Dr. Matthew Lieberman is one of the foremost authorities on the study of Social Neuroscience. He was trained at Harvard University and is a professor in the Departments of Psychology, Psychiatry, and Biobehavioral Sciences at the University of California, Los Angeles. His research focuses on social cognitive neuroscience and uses neuroimaging (fMRI) to examine how we make sense of others, ourselves, and the relation between the two. His most recent book,  Social: Why Our Brains Are Wired To Connectexplores groundbreaking research in social neuroscience that reveals the essential and fundamental need for social interaction in every aspect of our lives.

Click here to read a review of this book by Maria Popova from Brain Pickings 

Here's a brief excerpt from Dr. Matthew Lieberman's TED talk, just to give a little preview of the types of ideas Lieberman discusses and how they relate to learning:

"If I asked you what you needed to survive, most of you might say food, water and shelter. Psychologist Abraham Maslow, in his hierarchy of needs, suggests that these physical needs are the most basic and that other needs only become relevant when these needs have been met. But Maslow had it wrong... as a mammal (and especially as a human) what you need more than anything to survive is social connection, because mammals are born incapable of taking care of themselves. You only survived infancy because someone had such an urge to connect with you that every time they were separated from you or heard you cry, it caused them a social pain that motivated them to come find you and help you, over and over again. And as infants, you cry when you are hungry, thirsty or cold... but you also cry when you are simply separated from your caregiver, because social separation causes pain.

You might think that our tendency to feel social pain is a kind of kryptonite, but our urge to connect and the pain we feel when this need is thwarted, is one of the seminal achievements of our brain that motivates us to live, work and play together. You might have the greatest idea in the world, but if you can't connect with other people, nothing will come of it. You can't build a rocketship by yourself. Rather than being a kryptonite, our capacity for social pain, is one of our greatest superpowers. So if social pain keeps us close to important others, what is our kryptonite? Not appreciating the value of of social superpowers IS our kryptonite.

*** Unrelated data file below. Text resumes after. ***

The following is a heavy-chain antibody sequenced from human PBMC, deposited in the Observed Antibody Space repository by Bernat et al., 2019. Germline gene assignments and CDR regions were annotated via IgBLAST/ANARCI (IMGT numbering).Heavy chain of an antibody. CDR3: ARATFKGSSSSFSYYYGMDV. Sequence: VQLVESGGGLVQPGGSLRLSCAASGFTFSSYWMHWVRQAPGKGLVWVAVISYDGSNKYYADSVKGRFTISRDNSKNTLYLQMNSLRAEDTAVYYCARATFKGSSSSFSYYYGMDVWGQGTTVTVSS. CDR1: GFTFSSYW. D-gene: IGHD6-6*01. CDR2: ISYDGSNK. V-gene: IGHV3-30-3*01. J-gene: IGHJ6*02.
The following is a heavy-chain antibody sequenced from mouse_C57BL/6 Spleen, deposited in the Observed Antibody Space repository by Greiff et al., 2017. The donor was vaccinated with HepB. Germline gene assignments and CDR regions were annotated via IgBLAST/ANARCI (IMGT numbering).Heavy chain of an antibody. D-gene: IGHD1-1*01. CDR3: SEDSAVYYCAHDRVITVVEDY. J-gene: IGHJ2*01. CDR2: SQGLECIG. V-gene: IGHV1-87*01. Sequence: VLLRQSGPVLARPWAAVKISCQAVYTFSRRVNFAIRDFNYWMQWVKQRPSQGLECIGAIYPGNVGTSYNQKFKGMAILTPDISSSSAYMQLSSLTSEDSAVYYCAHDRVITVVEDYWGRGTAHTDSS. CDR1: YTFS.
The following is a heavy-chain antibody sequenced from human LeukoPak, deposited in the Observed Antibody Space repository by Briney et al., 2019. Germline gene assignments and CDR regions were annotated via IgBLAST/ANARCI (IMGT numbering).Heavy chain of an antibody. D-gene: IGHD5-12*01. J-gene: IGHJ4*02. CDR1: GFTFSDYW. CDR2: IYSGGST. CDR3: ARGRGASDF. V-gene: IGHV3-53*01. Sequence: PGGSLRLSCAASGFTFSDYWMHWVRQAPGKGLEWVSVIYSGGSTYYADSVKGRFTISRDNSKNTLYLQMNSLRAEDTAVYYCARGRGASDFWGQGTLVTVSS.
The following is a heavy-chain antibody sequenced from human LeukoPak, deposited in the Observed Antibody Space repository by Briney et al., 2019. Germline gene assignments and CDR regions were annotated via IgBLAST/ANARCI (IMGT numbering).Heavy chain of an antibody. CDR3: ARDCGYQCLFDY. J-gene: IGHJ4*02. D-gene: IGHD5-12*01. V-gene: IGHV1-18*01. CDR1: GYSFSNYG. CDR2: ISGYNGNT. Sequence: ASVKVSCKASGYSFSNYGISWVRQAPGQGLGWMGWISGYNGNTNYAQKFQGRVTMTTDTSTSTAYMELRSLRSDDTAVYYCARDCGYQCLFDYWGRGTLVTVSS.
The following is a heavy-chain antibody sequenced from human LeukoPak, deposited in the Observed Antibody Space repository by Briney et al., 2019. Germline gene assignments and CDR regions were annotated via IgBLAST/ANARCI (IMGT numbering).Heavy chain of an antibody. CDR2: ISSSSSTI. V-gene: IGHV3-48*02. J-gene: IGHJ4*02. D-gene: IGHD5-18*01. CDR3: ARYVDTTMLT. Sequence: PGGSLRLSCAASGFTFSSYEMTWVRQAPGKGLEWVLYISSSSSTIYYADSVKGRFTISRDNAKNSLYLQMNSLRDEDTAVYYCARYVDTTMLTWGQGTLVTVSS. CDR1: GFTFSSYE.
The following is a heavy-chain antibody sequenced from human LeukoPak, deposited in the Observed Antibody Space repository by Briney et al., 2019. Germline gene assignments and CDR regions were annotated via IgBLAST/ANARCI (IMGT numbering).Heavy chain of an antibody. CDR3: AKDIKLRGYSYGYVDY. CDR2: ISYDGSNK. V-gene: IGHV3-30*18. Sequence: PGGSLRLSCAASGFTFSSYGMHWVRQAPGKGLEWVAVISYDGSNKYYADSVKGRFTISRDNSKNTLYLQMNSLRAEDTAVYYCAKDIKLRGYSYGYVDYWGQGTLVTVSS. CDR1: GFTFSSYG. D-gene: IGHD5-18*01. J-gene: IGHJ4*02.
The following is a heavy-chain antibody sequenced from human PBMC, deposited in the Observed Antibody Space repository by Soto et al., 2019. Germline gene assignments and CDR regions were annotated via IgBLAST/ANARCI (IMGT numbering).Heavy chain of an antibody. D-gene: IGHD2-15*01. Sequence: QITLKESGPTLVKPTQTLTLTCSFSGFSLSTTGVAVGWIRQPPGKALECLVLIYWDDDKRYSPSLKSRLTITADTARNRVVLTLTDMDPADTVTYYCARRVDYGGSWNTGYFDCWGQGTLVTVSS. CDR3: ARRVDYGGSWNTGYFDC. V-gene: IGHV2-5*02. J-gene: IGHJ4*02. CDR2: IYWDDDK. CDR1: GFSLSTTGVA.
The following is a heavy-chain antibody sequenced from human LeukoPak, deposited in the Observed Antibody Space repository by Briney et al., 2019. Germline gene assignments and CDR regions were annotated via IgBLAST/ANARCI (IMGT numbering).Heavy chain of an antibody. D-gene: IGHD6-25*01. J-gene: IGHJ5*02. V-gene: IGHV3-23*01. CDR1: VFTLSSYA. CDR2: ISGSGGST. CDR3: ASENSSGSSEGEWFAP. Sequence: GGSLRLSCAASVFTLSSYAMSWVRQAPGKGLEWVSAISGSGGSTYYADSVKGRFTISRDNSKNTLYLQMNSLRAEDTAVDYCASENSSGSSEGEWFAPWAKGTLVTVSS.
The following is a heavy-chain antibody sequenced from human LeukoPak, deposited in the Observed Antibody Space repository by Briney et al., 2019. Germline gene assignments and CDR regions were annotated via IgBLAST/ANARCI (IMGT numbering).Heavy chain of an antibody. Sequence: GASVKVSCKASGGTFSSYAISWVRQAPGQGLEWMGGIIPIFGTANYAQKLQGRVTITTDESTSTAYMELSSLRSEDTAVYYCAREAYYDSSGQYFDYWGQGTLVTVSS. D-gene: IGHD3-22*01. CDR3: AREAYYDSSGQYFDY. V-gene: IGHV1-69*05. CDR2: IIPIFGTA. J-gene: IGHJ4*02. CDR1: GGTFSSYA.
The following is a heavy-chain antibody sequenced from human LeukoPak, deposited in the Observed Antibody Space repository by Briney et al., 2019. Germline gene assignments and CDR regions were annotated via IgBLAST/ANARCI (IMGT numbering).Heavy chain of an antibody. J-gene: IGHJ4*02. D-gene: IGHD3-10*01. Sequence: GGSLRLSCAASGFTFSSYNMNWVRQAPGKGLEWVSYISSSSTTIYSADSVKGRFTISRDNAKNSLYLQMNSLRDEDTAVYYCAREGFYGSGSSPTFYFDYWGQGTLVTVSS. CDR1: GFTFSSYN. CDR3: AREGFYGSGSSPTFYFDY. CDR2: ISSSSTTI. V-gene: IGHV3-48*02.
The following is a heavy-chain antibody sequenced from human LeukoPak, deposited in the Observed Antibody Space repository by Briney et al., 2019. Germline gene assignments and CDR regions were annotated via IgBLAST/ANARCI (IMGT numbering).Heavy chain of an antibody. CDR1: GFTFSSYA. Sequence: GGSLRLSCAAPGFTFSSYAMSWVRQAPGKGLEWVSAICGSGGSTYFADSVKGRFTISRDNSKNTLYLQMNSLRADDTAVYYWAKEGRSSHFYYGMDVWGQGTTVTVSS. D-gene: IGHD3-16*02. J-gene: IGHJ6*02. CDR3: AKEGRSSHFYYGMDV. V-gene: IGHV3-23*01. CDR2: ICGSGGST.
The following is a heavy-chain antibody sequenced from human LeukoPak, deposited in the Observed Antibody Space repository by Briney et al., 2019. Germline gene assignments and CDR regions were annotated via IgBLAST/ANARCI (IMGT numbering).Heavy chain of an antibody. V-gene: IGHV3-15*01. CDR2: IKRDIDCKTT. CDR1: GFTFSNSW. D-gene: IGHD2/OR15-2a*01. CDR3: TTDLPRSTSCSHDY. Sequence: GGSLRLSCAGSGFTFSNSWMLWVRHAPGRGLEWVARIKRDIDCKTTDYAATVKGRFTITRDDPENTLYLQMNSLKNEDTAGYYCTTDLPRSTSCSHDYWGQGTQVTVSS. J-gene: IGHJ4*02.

In the classroom, being social is treated as the enemy of learning, but it turns out that if you learn in order to teach someone else, you learn better than if you learn in order to take a test. Research in my lab and in another shows that when you're socially motivated to learn, your social brain can do the learning, and it can do it better than the analytic network that you typically activate when you try to memorize."

People of Wonder- Noam Chomsky + Michel Gondry

If you're not willing to be puzzled, you just become a replica of someone else's mind.

"Learning comes from asking, 'Why does it work like that instead of some other way?'"

As humans, we take simple physical stimuli, create unique interpretations, organize them into concepts, add emotion to form values, inject judgment to develop the basis of decision-making, and reflect on our general state of consciousness. What does this process of collecting and linking experiences mean in the light of learning to learn? How does a mass of molecules develop intuition? Curiosity? 

We're excited to unpack this epic illustration of thinking with you.

From Michel Gondry, the innovative director of Eternal Sunshine of the Spotless Mind and The Science of Sleep, comes this unique animated documentary on the life of controversial MIT professor, philosopher, linguist, anti-war activist and political firebrand Noam Chomsky. Through complex, lively conversations with Chomsky and brilliant illustrations by Gondry himself, the film reveals the life and work of the father of modern linguistics while also exploring his theories on the emergence of language. The result is not only a dazzling, vital portrait of one of the foremost thinkers of modern times, but also a beautifully animated work of art.